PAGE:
I still don’t know how she found me.
If there’s one thing I learned — and learned fast and hard — it was you never bring your old lives with you. Each death was a hard stop, a swinging blade carving fifteen year cycles out of eternity. Even on the good days, when the change was no more drastic then going to bed twenty-seven and waking up twelve, there’s just no rationalizing it. To anyone. Not to your wife. Not to the cops. Certainly not to the morgue attendant who just watched a twenty-one year old fatality shed nine years and death in a handful of heartbeats.
So I don’t go looking for the lives I’ve left behind… and I certainly never expected them to come looking for me.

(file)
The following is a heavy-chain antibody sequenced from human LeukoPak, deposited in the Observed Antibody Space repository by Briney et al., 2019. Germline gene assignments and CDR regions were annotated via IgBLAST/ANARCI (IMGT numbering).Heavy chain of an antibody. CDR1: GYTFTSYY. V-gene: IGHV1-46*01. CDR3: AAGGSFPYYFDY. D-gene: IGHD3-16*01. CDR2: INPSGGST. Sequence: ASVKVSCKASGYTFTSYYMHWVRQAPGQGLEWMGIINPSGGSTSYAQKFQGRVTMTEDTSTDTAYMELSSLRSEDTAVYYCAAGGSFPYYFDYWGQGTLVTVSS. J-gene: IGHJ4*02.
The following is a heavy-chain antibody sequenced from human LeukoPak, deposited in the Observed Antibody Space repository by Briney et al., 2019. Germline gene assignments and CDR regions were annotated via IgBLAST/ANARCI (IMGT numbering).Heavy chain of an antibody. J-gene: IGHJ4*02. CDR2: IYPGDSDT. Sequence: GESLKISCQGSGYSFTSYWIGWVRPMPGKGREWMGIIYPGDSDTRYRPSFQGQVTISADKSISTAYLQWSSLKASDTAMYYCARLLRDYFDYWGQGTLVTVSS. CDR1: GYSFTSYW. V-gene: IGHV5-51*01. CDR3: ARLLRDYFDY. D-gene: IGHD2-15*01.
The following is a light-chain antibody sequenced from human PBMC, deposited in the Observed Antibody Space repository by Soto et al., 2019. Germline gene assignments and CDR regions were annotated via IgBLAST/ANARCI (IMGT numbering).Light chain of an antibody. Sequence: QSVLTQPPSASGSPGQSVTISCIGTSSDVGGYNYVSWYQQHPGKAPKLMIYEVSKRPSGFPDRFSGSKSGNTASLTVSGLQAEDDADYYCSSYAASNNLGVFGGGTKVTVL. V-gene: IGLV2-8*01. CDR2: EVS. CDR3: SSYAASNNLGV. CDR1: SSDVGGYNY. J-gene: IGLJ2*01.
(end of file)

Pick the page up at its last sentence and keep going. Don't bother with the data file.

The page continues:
~ * ~ * ~ * ~
“It really is you.” She’d turned her rugrat loose to harass the dog, who was more than willing to return the favor, and was staring across the table with none of her previous fury. Which was good, because she’d apparently inherited the Donnelly temper if nothing else.
“No it isn’t.” Because who knew, maybe if I said it often enough she’d believe me. I picked at the hem of jeans a decade old, fresh out of storage and smelling like mothballs.
“Well at least now I know why you never called.”
“You were four.” And I was not having this conversation. “You were four, and I was dead, and what the fuck do you expect me to do about it now?” Damned if I was going to sit here and let my forty-something daughter try and lecture me about family responsibilities. Even if I was twelve. For the moment.
There was a pause.
“Well, for starters you can watch your language.”